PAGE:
the film is unquestionably carried by the barely-recognisable Slater
who, despite his recent collaboration with tragically awful director
Uwe Boll, proves that he is still worth something in Hollywood, with
comic timing that is nothing short of spot on.
Bob is essentially revered by everyone around him for his "heroic"
actions he is given a new job, his colleagues no longer think of him
as a schmuck, and the sexy office bitch wants to have sex with him, yet
the film's real point of contention is Cuthbert's character. Vanessa is
left paralysed following the shooting, wishing that she was dead, and
moreover, she wishes that Bob, who saved her life, would kill her.
A surprisingly understated (until the climatic scenes) conundrum
surfaces as an aside to this drama Bob still finds those around him
utterly repugnant, and he considers whether or not to carry out what
the other gunner started, as well as putting Vanessa out of her misery,
of course. The film carries these questions very well it is at times
predictable, and occasionally not so, yet it never ceases to lose its
sense of intrigue. The film's examination of the way in which humans
operate is not intricate, and verges on syrupy at times, yet what is
most entertaining about He Was a Quiet Man is its surreal spirit.
Furthermore, even in its sweetness, the film explores the lives of
disabled persons with a surprising level of insight and honesty . It
may be exaggerated, and at times, even humorous, yet its approach is
undeniably refreshing, particularly in relation to how the disabled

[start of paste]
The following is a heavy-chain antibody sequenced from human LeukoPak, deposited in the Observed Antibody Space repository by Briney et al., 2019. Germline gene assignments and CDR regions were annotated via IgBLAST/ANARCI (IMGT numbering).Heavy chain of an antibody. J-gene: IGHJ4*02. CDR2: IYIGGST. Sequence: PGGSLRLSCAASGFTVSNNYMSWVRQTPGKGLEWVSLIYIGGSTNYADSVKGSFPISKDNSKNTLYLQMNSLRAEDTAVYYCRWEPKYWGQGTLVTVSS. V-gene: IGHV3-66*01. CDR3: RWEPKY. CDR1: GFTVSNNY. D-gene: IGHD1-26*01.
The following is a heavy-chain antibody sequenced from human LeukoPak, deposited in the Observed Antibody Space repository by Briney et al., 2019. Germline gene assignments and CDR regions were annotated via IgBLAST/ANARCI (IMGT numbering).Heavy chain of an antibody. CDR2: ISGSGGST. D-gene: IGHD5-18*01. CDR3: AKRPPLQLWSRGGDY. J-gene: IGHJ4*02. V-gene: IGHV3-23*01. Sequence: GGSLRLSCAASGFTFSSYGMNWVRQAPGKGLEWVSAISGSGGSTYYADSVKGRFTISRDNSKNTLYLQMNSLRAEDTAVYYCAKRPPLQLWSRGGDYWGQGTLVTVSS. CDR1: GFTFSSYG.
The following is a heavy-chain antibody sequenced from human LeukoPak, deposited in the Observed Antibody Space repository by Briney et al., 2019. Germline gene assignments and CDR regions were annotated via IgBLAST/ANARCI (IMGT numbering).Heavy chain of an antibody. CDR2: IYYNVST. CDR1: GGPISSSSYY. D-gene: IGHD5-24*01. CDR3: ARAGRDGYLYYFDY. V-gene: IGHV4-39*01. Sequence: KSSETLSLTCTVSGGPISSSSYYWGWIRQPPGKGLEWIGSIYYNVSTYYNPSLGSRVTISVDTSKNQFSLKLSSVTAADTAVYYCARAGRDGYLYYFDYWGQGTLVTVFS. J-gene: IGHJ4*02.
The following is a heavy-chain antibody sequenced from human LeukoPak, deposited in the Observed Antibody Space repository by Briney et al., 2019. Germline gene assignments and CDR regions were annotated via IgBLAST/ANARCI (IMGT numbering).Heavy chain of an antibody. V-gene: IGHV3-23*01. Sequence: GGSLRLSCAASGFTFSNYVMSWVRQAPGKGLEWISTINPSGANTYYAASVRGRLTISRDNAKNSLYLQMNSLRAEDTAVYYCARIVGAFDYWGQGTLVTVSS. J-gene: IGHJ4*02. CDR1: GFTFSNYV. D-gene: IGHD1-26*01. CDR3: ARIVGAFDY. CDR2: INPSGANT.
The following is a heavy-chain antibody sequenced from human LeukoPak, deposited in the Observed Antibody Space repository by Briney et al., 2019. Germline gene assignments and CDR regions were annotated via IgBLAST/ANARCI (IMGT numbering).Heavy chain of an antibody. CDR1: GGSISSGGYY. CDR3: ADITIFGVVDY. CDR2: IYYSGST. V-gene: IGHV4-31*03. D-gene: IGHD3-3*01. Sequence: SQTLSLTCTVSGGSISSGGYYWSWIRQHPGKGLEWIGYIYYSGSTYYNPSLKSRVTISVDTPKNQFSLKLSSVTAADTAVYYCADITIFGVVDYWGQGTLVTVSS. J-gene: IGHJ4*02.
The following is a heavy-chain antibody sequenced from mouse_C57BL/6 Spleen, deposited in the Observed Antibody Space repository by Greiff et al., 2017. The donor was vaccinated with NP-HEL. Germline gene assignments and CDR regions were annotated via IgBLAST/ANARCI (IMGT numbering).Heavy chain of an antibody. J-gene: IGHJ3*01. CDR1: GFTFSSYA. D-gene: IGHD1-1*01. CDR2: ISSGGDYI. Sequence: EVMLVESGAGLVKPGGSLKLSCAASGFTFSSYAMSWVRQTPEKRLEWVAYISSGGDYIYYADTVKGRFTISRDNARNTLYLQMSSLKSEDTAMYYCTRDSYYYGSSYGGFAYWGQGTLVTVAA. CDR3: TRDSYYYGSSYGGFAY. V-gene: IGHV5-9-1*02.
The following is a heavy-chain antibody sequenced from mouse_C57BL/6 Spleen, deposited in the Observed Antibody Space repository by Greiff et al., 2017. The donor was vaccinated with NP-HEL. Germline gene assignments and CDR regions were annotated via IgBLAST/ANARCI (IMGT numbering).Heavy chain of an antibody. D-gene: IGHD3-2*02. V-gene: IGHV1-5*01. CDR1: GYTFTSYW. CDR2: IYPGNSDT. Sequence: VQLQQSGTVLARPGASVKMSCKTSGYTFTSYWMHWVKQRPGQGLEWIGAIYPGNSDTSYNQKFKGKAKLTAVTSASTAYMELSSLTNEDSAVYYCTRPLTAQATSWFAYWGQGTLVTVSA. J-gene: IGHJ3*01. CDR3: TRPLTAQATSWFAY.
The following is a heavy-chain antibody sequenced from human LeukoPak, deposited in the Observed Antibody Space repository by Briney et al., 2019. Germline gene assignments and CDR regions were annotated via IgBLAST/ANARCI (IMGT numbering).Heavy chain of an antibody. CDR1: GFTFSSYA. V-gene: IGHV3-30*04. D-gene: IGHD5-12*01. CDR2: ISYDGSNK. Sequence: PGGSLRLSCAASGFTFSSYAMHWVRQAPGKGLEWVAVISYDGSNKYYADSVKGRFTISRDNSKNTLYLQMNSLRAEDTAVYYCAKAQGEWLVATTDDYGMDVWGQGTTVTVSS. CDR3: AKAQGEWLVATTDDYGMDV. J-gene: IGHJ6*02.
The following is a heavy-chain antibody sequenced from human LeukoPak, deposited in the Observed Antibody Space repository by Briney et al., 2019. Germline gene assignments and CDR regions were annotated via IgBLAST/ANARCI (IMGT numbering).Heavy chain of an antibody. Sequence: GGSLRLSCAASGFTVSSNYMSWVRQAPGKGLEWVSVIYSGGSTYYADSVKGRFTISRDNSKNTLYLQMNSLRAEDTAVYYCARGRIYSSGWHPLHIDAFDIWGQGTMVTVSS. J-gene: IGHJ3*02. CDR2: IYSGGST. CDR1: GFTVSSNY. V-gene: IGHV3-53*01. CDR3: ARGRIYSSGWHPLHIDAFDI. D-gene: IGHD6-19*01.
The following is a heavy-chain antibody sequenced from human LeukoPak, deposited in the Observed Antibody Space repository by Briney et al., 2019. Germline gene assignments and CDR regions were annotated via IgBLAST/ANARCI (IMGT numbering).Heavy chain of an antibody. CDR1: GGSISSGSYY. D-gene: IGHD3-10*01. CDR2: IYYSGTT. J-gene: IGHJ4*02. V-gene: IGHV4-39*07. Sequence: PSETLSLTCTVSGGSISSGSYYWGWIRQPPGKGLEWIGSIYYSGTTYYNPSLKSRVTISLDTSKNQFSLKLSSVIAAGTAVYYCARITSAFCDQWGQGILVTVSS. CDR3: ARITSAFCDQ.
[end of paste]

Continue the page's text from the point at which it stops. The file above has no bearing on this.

manage to still engage in an active and healthy sex life.
He Was a Quiet Man never remains comfortable, constantly fidgeting and
posing new questions for both ourselves and Bob to consider. The film
follows through with an insane close, yet it is the most manically
reasoned, and therefore, perhaps the most realistic end possible
(although term "realism" is a very tenuous one in a film as twisted as
this). The ending comes very abruptly, and little is done to satisfy
viewer curiosity, yet we are given the vital answers, even if they
aren't wholly satisfying, and are a tad questionable. We are left to
ponder several things, yet when the preceding ninety minutes are so
intentionally devoid of poignance, the film may simply leave your mind
as the final frame does.
Christian Slater's latest and greatest effort (at least for a while) is
A History of Violence without the graphic violence, Falling Down
without the social commentary, and Office Space without the sagacious
humour. Yes, it is a blend of all three films, at the cost of diluting
each of them. The film's worst crime may be never allowing us to
particularly care for Bob (or anyone) as much as we did for D-Fens in
Schumacher's film, yet even despite its relative superficiality, He Was
a Quiet Man remains a thoroughly entertaining, inventive and quirky
film that will have nihilists the world over utterly dumbfounded
(myself included). Elisha Cuthbert pulls out a career best (in that she
is above tolerable, and even "good"), William H Macy plays the
corporate yes-man with glee, and Slater, with great aid from his
fabulous make-up department, looks and acts with great hilarity. It is
unfortunate that this film, embracing its flaws as it so flagrantly
does, has yet to find a large audience, and as such, it instantly
becomes one of the indie staples of 2007.